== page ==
John D. Gordon
David S. Wallace
William H. Asquith
2020
<p>The U.S. Geological Survey, in cooperation with the U.S. Army Corps of Engineers, assessed statistical relations between hydraulic properties of streams at approximate bankfull conditions for different ecological regions (ecoregions) in Texas. Data from more than 103,000 records of measured discharge and ancillary hydraulic properties were assembled from summaries of discharge measurements for 424 U.S. Geological Survey streamgages in Texas. The data were subsequently subsetted at each streamgage for a streamgage-specific discharge interval centered on the estimated median annual peak discharge (0.5 annual exceedance probability) obtained from previously published regional regression equations in Texas in conjunction with the streamgage-specific sample median annual peak discharge for the period of record for each streamgage. Discharge measurements at gaged locations representing bankfull conditions (approximated from a discharge interval centered on the estimated median annual peak discharge at a given site) and associated watershed properties were subjected to rigorous statistical analysis. For most discharge measurements (where discharge is symbolically represented as <i>Q</i>), the following hydraulic properties are available: cross-section area (<i>A</i>), water-surface top width (<i>B</i>), and reported mean velocity (<i>V</i>). Statewide summary statistics were computed by using these four hydraulic properties (<i>Q</i>, <i>A</i>, <i>B</i>, and <i>V</i>) and the following five watershed properties: (1) watershed area (contributing drainage area), (2) a multiple of main-channel slope (1,000 times main-channel slope), (3) mean annual precipitation, (4) drainage density, and (5) sinuosity ratio. From the initial set of 424 streamgages, summary statistics were computed for 372 selected streamgages in Texas and constitute the subsetted measurements dataset described in this report. Eight of the 10 ecoregions in Texas are represented in the statewide summary statistics.</p><p>The resulting statistical relations, expressed as regression equations, can be used to estimate cross-section area, water-surface top width, discharge, and mean velocity of streams in different Texas ecoregions, at approximate bankfull conditions. In the regression equations, watershed properties were the independent variables for applicable watersheds, and predictions from the equations might be useful for estimating the four hydraulic properties at ungaged or unmonitored locations from selected characteristics measured at both the ungaged locations and gaged locations.</p><p>Four regression equations to estimate the four hydraulic properties were identified as the preferred equations from this study. The four preferred equations use watershed area, mean annual precipitation, and aggregated ecoregion (treated as a categorical variable) to estimate the hydraulic properties, and justification is provided for this preference. For the four equations, the proportions of variance explained by the regression equations as measured by Nash-Sutcliffe efficiency are about 71 percent for cross-section area, 36 percent for top width, 76 percent for discharge, and 25 percent for mean velocity. Residual standard error (RSEs) of the regression equations are 0.252 log10 square feet for cross-section area, 0.319 log10 feet for top width, 0.247 log10 cubic feet per second for discharge, and 0.190 log10 feet per second for mean velocity, and the corresponding standard deviations of response are 0.465 log10 square feet, 0.397 log10 feet, 0.507 log10 cubic feet per second, and 0.220 log10 feet per second, respectively. The residual standard errors are less than the standard deviations as anticipated but show that the uncertainty reduction (percent change) for cross-section area is about −46 percent, about −20 percent for top width, about −51 percent for discharge, and about −14 percent for mean velocity.</p>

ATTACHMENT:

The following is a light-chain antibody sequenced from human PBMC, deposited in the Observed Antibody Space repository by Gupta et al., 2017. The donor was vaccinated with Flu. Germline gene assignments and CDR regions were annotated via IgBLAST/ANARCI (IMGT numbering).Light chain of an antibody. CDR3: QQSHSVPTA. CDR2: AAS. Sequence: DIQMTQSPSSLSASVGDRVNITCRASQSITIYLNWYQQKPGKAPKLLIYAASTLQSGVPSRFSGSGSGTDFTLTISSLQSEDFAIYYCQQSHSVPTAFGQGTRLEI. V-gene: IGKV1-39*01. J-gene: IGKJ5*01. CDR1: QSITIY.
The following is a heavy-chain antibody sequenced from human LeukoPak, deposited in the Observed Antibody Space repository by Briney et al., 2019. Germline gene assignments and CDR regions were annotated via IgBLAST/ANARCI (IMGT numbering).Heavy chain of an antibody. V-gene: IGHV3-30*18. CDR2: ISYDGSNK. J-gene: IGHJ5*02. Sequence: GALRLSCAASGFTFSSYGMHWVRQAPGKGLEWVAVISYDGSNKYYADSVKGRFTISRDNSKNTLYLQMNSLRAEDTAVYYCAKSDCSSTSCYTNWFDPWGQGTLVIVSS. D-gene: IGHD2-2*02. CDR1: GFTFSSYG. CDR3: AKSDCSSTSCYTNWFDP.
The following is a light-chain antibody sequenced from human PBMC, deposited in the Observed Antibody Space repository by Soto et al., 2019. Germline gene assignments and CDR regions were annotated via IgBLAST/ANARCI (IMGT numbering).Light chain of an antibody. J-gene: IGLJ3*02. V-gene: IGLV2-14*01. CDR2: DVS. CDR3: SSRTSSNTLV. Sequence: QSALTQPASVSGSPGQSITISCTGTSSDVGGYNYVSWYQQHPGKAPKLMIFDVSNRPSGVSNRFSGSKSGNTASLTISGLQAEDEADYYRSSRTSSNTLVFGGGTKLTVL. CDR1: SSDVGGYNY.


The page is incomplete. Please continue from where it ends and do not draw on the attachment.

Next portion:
application/pdf
10.3133/sir20205086
en
U.S. Geological Survey
Regional regression equations for estimation of four hydraulic properties of streams at approximate bankfull conditions for different ecoregions in Texas
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